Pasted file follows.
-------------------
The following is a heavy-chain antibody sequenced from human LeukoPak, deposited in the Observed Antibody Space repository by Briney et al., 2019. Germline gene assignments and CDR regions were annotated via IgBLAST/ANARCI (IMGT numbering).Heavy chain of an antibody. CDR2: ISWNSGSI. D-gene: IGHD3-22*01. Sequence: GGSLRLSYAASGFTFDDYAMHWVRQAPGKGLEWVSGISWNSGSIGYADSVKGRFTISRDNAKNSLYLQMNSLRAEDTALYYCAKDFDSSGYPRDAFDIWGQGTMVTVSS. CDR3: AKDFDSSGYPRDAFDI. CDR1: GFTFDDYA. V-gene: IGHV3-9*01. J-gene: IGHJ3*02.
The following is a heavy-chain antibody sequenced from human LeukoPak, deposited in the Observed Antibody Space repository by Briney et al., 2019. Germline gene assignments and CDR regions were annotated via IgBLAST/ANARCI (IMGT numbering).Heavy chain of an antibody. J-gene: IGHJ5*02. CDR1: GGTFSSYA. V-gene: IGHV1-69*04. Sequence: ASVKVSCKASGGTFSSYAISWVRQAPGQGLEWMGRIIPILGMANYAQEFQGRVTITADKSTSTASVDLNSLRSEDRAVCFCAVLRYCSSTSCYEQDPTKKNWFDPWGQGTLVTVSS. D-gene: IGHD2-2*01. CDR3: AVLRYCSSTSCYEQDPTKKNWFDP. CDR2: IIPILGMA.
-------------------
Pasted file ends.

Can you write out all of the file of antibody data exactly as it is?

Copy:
The following is a heavy-chain antibody sequenced from human LeukoPak, deposited in the Observed Antibody Space repository by Briney et al., 2019. Germline gene assignments and CDR regions were annotated via IgBLAST/ANARCI (IMGT numbering).Heavy chain of an antibody. CDR2: ISWNSGSI. D-gene: IGHD3-22*01. Sequence: GGSLRLSYAASGFTFDDYAMHWVRQAPGKGLEWVSGISWNSGSIGYADSVKGRFTISRDNAKNSLYLQMNSLRAEDTALYYCAKDFDSSGYPRDAFDIWGQGTMVTVSS. CDR3: AKDFDSSGYPRDAFDI. CDR1: GFTFDDYA. V-gene: IGHV3-9*01. J-gene: IGHJ3*02.
The following is a heavy-chain antibody sequenced from human LeukoPak, deposited in the Observed Antibody Space repository by Briney et al., 2019. Germline gene assignments and CDR regions were annotated via IgBLAST/ANARCI (IMGT numbering).Heavy chain of an antibody. J-gene: IGHJ5*02. CDR1: GGTFSSYA. V-gene: IGHV1-69*04. Sequence: ASVKVSCKASGGTFSSYAISWVRQAPGQGLEWMGRIIPILGMANYAQEFQGRVTITADKSTSTASVDLNSLRSEDRAVCFCAVLRYCSSTSCYEQDPTKKNWFDPWGQGTLVTVSS. D-gene: IGHD2-2*01. CDR3: AVLRYCSSTSCYEQDPTKKNWFDP. CDR2: IIPILGMA.